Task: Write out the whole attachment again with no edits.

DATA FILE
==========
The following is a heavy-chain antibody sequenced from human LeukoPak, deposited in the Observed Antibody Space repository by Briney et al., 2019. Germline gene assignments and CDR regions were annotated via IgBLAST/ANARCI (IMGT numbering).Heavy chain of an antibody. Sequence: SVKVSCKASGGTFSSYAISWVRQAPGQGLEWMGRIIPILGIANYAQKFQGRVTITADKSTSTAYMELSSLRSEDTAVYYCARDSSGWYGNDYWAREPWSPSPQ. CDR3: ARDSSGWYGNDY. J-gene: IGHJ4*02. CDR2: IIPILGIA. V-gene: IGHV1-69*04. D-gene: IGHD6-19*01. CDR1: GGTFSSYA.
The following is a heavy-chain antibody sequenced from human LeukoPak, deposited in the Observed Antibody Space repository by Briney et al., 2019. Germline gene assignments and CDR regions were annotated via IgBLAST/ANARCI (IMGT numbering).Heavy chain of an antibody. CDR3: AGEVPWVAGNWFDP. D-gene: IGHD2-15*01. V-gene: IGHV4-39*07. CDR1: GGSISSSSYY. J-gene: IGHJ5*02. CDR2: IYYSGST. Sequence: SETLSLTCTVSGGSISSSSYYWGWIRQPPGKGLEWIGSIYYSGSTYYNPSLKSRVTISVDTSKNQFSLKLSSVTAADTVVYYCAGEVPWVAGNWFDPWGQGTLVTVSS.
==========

The following is a heavy-chain antibody sequenced from human LeukoPak, deposited in the Observed Antibody Space repository by Briney et al., 2019. Germline gene assignments and CDR regions were annotated via IgBLAST/ANARCI (IMGT numbering).Heavy chain of an antibody. Sequence: SVKVSCKASGGTFSSYAISWVRQAPGQGLEWMGRIIPILGIANYAQKFQGRVTITADKSTSTAYMELSSLRSEDTAVYYCARDSSGWYGNDYWAREPWSPSPQ. CDR3: ARDSSGWYGNDY. J-gene: IGHJ4*02. CDR2: IIPILGIA. V-gene: IGHV1-69*04. D-gene: IGHD6-19*01. CDR1: GGTFSSYA.
The following is a heavy-chain antibody sequenced from human LeukoPak, deposited in the Observed Antibody Space repository by Briney et al., 2019. Germline gene assignments and CDR regions were annotated via IgBLAST/ANARCI (IMGT numbering).Heavy chain of an antibody. CDR3: AGEVPWVAGNWFDP. D-gene: IGHD2-15*01. V-gene: IGHV4-39*07. CDR1: GGSISSSSYY. J-gene: IGHJ5*02. CDR2: IYYSGST. Sequence: SETLSLTCTVSGGSISSSSYYWGWIRQPPGKGLEWIGSIYYSGSTYYNPSLKSRVTISVDTSKNQFSLKLSSVTAADTVVYYCAGEVPWVAGNWFDPWGQGTLVTVSS.